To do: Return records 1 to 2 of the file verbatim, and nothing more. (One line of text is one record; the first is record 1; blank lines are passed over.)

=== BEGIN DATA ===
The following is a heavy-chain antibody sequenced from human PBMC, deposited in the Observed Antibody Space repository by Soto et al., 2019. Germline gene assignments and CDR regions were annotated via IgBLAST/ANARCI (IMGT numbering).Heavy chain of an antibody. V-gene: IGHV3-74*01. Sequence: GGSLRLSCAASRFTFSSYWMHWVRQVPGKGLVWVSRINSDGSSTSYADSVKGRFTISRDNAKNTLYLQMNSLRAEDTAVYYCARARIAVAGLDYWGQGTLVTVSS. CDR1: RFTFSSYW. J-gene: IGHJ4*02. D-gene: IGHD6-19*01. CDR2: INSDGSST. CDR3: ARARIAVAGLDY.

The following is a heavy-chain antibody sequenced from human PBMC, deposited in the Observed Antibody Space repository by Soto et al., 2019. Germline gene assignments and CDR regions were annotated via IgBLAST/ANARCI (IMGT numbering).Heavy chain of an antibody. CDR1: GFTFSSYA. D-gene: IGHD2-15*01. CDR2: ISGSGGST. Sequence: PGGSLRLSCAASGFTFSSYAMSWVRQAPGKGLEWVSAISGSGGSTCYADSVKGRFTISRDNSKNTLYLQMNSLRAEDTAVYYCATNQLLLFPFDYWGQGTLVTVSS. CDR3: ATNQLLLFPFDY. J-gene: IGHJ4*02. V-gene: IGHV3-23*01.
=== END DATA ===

The following is a heavy-chain antibody sequenced from human PBMC, deposited in the Observed Antibody Space repository by Soto et al., 2019. Germline gene assignments and CDR regions were annotated via IgBLAST/ANARCI (IMGT numbering).Heavy chain of an antibody. V-gene: IGHV3-74*01. Sequence: GGSLRLSCAASRFTFSSYWMHWVRQVPGKGLVWVSRINSDGSSTSYADSVKGRFTISRDNAKNTLYLQMNSLRAEDTAVYYCARARIAVAGLDYWGQGTLVTVSS. CDR1: RFTFSSYW. J-gene: IGHJ4*02. D-gene: IGHD6-19*01. CDR2: INSDGSST. CDR3: ARARIAVAGLDY.

The following is a heavy-chain antibody sequenced from human PBMC, deposited in the Observed Antibody Space repository by Soto et al., 2019. Germline gene assignments and CDR regions were annotated via IgBLAST/ANARCI (IMGT numbering).Heavy chain of an antibody. CDR1: GFTFSSYA. D-gene: IGHD2-15*01. CDR2: ISGSGGST. Sequence: PGGSLRLSCAASGFTFSSYAMSWVRQAPGKGLEWVSAISGSGGSTCYADSVKGRFTISRDNSKNTLYLQMNSLRAEDTAVYYCATNQLLLFPFDYWGQGTLVTVSS. CDR3: ATNQLLLFPFDY. J-gene: IGHJ4*02. V-gene: IGHV3-23*01.